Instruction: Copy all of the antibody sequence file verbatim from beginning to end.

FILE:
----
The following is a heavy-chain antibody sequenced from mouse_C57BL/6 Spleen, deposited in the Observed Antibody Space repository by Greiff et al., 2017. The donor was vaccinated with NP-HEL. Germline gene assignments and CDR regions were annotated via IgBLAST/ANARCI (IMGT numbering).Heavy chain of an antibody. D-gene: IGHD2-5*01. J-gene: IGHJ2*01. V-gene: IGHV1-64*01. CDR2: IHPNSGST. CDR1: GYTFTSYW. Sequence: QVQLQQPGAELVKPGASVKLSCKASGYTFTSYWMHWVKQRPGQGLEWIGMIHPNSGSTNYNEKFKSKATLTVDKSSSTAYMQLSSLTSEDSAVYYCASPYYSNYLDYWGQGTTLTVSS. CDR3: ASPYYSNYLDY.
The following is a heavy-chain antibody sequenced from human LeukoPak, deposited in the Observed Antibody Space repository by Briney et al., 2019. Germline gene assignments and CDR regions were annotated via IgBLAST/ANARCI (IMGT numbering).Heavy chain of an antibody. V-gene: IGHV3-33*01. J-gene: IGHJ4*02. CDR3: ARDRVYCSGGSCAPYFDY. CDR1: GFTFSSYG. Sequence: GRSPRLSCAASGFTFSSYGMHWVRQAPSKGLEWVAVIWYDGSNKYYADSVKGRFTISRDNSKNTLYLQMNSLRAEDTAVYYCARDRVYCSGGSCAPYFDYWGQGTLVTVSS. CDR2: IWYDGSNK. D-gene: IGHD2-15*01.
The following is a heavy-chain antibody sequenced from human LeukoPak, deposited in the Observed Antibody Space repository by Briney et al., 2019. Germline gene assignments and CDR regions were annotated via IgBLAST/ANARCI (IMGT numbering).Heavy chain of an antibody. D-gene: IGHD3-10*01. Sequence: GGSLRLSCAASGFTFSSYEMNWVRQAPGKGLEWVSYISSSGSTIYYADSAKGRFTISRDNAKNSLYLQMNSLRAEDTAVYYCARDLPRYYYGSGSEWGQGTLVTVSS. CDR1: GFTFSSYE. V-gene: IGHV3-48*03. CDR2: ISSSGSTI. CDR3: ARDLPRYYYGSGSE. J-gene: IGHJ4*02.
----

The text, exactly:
The following is a heavy-chain antibody sequenced from mouse_C57BL/6 Spleen, deposited in the Observed Antibody Space repository by Greiff et al., 2017. The donor was vaccinated with NP-HEL. Germline gene assignments and CDR regions were annotated via IgBLAST/ANARCI (IMGT numbering).Heavy chain of an antibody. D-gene: IGHD2-5*01. J-gene: IGHJ2*01. V-gene: IGHV1-64*01. CDR2: IHPNSGST. CDR1: GYTFTSYW. Sequence: QVQLQQPGAELVKPGASVKLSCKASGYTFTSYWMHWVKQRPGQGLEWIGMIHPNSGSTNYNEKFKSKATLTVDKSSSTAYMQLSSLTSEDSAVYYCASPYYSNYLDYWGQGTTLTVSS. CDR3: ASPYYSNYLDY.
The following is a heavy-chain antibody sequenced from human LeukoPak, deposited in the Observed Antibody Space repository by Briney et al., 2019. Germline gene assignments and CDR regions were annotated via IgBLAST/ANARCI (IMGT numbering).Heavy chain of an antibody. V-gene: IGHV3-33*01. J-gene: IGHJ4*02. CDR3: ARDRVYCSGGSCAPYFDY. CDR1: GFTFSSYG. Sequence: GRSPRLSCAASGFTFSSYGMHWVRQAPSKGLEWVAVIWYDGSNKYYADSVKGRFTISRDNSKNTLYLQMNSLRAEDTAVYYCARDRVYCSGGSCAPYFDYWGQGTLVTVSS. CDR2: IWYDGSNK. D-gene: IGHD2-15*01.
The following is a heavy-chain antibody sequenced from human LeukoPak, deposited in the Observed Antibody Space repository by Briney et al., 2019. Germline gene assignments and CDR regions were annotated via IgBLAST/ANARCI (IMGT numbering).Heavy chain of an antibody. D-gene: IGHD3-10*01. Sequence: GGSLRLSCAASGFTFSSYEMNWVRQAPGKGLEWVSYISSSGSTIYYADSAKGRFTISRDNAKNSLYLQMNSLRAEDTAVYYCARDLPRYYYGSGSEWGQGTLVTVSS. CDR1: GFTFSSYE. V-gene: IGHV3-48*03. CDR2: ISSSGSTI. CDR3: ARDLPRYYYGSGSE. J-gene: IGHJ4*02.